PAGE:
fell to complimenting her - his eyes eloquent, his voice, it seemed to
her, as entrancing as the waltz music. When he spoke in German it was
without the harsh sputtering and growling, the slovenly slurring and
clipping to which she had been accustomed. She could answer only with
monosyllables or appreciative looks, though usually she was a great
talker and, as she had much common sense and not a little wit, a good
talker. But her awe of him, which increased when she learned that he
was on the stage, did not prevent her from getting the two main
impressions he wished to make upon her - that Mr. Feuerstein was a very
grand person indeed, and that he was condescending to be profoundly
smitten of her charms.

She was the "catch" of Avenue A, taking prospects and looks together,
and the men she knew had let her rule them. In Mr. Feuerstein she had
found what she had been unconsciously seeking with the Idealismus of
genuine youth - a man who compelled her to look far up to him, a man
who seemed to her to embody those vague dreams of a life grand and
beautiful, away off somewhere, which are dreamed by all young people,
and by not a few older ones, who have less excuse for not knowing where
happiness is to be found. He spent the whole evening with her; Mrs.
Liebers and Sophie, with whom she had come, did not dare interrupt her
pleasure, but had to stay, yawning and cross, until the last strain of
Home, Sweet Home.

At parting he pressed her hand. "I have been happy," he murmured in a
tone which said, "Mine is a sorrow-shadowed soul that has rarely tasted
happiness."

She glanced up at him with ingenuous feeling in her eyes and managed to
stammer: "I hope we'll meet again."

"Couldn't I come down to see you Sunday evening?"

"There's a concert in the Square. If you're there I might see you."

"Until Sunday night," he said, and made her feel that the three
intervening days would be for him three eternities.

She thought of him all the way home in the car, and until she fell
asleep. His sonorous name was in her mind when she awoke in the
morning; and, as she stood in the store that day, waiting on the
customers, she looked often at the door, and, with the
childhood-surviving faith of youth in the improbable and impossible,
hoped that he would appear. For the first time she was definitely
discontented with her lot, was definitely fascinated by the idea that
there might be something higher and finer than the simple occupations
and simple enjoyments which had filled her life thus far.


In the evening after supper her father and mother left her and her
brother August in charge, and took their usual stroll for exercise and
for the profound delight of a look at their flat-houses - those
reminders of many years of toil and thrift. They had spent their youth,
she as cook, he as helper, in one of New York's earliest delicatessen
shops. When they had saved three thousand dollars they married and put
into effect the plan which had been their chief subject of conversation
every day and every evening for ten years - they opened the
"delicatessen" in Avenue A, near Second Street. They lived in two back
rooms; they toiled early and late for twenty-three contented, cheerful
years - she in the shop when she was not doing the housework or caring
for the babies, he in the great clean cellar, where the cooking and
cabbage-cutting and pickling and spicing were done. And now, owners of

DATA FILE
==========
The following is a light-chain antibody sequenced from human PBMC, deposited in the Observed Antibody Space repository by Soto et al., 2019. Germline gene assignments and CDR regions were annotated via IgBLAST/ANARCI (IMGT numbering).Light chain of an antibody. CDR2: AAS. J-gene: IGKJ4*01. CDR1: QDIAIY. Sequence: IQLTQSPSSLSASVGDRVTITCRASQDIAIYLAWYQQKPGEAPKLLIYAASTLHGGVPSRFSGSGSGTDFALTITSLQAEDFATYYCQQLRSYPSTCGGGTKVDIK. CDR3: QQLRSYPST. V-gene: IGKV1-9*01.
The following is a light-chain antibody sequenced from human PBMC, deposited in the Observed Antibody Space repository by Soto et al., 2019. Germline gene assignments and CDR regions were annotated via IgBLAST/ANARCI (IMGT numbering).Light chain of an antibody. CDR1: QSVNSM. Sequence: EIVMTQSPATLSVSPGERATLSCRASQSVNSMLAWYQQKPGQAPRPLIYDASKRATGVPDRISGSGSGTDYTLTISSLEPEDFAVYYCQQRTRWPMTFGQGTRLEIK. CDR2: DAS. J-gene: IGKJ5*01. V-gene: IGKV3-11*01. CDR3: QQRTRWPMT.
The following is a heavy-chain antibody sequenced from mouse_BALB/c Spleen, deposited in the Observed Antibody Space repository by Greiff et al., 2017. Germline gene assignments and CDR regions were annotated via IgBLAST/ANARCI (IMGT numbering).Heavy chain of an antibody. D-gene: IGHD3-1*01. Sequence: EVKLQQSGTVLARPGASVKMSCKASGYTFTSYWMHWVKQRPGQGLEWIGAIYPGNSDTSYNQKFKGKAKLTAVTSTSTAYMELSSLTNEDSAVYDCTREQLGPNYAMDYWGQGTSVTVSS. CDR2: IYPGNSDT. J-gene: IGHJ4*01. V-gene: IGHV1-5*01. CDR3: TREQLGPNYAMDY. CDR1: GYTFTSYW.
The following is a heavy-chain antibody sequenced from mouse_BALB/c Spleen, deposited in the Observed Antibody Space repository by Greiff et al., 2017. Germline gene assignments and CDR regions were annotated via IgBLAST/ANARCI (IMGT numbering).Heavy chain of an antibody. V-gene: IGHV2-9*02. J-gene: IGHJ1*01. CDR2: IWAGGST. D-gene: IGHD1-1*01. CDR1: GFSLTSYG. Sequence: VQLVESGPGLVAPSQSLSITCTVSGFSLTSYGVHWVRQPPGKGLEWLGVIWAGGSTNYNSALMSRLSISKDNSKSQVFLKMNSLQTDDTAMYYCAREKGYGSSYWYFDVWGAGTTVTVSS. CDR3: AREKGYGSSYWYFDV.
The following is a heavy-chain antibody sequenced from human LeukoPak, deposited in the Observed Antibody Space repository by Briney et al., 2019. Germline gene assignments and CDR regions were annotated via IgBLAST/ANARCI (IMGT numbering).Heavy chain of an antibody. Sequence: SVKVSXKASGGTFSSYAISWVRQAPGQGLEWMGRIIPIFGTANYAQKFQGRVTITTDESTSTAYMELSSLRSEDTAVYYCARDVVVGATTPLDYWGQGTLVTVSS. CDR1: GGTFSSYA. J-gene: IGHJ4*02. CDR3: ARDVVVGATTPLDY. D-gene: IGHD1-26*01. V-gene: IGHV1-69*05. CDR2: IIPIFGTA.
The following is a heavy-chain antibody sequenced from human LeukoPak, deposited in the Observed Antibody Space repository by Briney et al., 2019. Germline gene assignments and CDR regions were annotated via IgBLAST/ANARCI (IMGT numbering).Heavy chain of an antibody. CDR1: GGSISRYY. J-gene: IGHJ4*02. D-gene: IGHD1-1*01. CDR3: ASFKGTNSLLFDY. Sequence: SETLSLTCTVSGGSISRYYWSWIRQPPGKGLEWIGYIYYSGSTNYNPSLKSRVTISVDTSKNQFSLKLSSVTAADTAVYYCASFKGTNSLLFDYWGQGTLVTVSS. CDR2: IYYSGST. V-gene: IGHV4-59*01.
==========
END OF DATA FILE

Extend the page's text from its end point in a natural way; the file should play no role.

three houses that brought in eleven thousand a year clear, they were
about to retire. They had fixed on a place in the Bronx, in the East
Side, of course, with a big garden, where every kind of gay flower and
good vegetable could be grown, and an arbor where there could be
pinochle, beer and coffee on Sunday afternoons. In a sentence, they
were honorable and exemplary members of that great mass of humanity
which has the custody of the present and the future of the race - those
who live by the sweat of their own brows or their own brains, and train
their children to do likewise, those who maintain the true ideals of
happiness and progress, those from whom spring all the workers and all
the leaders of thought and action.

They walked slowly up the Avenue, speaking to their neighbors, pausing
now and then for a joke or to pat a baby on the head, until they were
within two blocks of Tompkins Square. They stopped before a five-story
tenement, evidently the dwelling-place of substantial, intelligent,
self-respecting artisans and their families, leading the natural life
of busy usefulness. In its first floor was a delicatessen - the sign
read "Schwartz and Heilig." Paul Brauner pointed with his long-stemmed
pipe at the one show-window.

"Fine, isn't it? Beautiful!" he exclaimed in Low-German - they and
almost all their friends spoke Low-German, and used English only when
they could not avoid it.

The window certainly was well arranged. Only a merchant who knew his
business thoroughly - both his wares and his customers - could have thus
displayed cooked chickens, hams and tongues, the imported sausages and
fish, the jelly-inclosed paste of chicken livers, the bottles and jars
of pickled or spiced meats and vegetables and fruits. The spectacle
was adroitly arranged to move the hungry to yearning, the filled to
regret, and the dyspeptic to rage and remorse. And behind the
show-window lay a shop whose shelves, counters and floor were clean as
toil could make and keep them, and whose air was saturated with the
most delicious odors.

Mrs. Brauner nodded. "Heilig was up at half-past four this morning,"
she said. "He cleans out every morning and he moves everything twice a
week." She had a round, honest face that was an inspiring study in
simplicity, sense and sentiment.

"What a worker!" was her husband's comment. "So unlike most of the
young men nowadays. If August were only like him!"

"You'd think Heilig was a drone if he were your son," replied Mrs.
Brauner. She knew that if any one else had dared thus to attack their
boy, his father would have been growling and snapping like an angry
bear.

"That's right!" he retorted with mock scorn. "Defend your children!